The wooden sleeper is one of the longest-standing components of railway construction, but recycled polymerics can now offer a green alternative.

Phoenix Aust (AG) is the Australian distributor of both STRAIL level crossing systems, and STRAILway polymeric sleepers.

Phoenix Director and Civil Engineer Andrew Roseman says the STRAILway plastic sleepers have a lot of potential in the Australian market.

“We can use the STRAILway polymeric sleepers in most metropolitan and light rail applications in Australia, as well as lower freight tonnage applications,” Roseman tells Rail Express.

Beyond the immediate opportunities for the product in the Australian market, Roseman believes the STRAILway sleeper could achieve a higher rating making it suited to heavy-haul rail corridors.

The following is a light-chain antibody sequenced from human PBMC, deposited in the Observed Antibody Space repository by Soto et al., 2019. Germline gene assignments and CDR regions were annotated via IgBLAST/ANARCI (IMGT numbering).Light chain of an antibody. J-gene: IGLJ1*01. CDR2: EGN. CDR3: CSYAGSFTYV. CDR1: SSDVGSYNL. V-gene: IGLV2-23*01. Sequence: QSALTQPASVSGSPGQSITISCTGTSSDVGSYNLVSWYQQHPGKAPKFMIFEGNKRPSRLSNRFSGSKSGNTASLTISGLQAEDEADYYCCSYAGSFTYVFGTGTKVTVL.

“The product at the moment is rated to 22.5 tonne axle loads, but we’re looking to do some additional testing at Monash University’s Institute of Railway Technology to achieve our ultimate goal of getting that rating up to 30 tonnes,” Roseman says.

“STRAIL has only so far done testing to 22.5 tonnes because that’s the German standard, but in a heavy haul environment like we have in Australia, we’d like to enter into that market as well.”

Roseman says a major selling point for the STRAILway sleeper is that, while many other plastic sleepers are formed via a mould, STRAILway sleepers are extruded in a single line, and can thus be delivered at any desired length, depending on the application.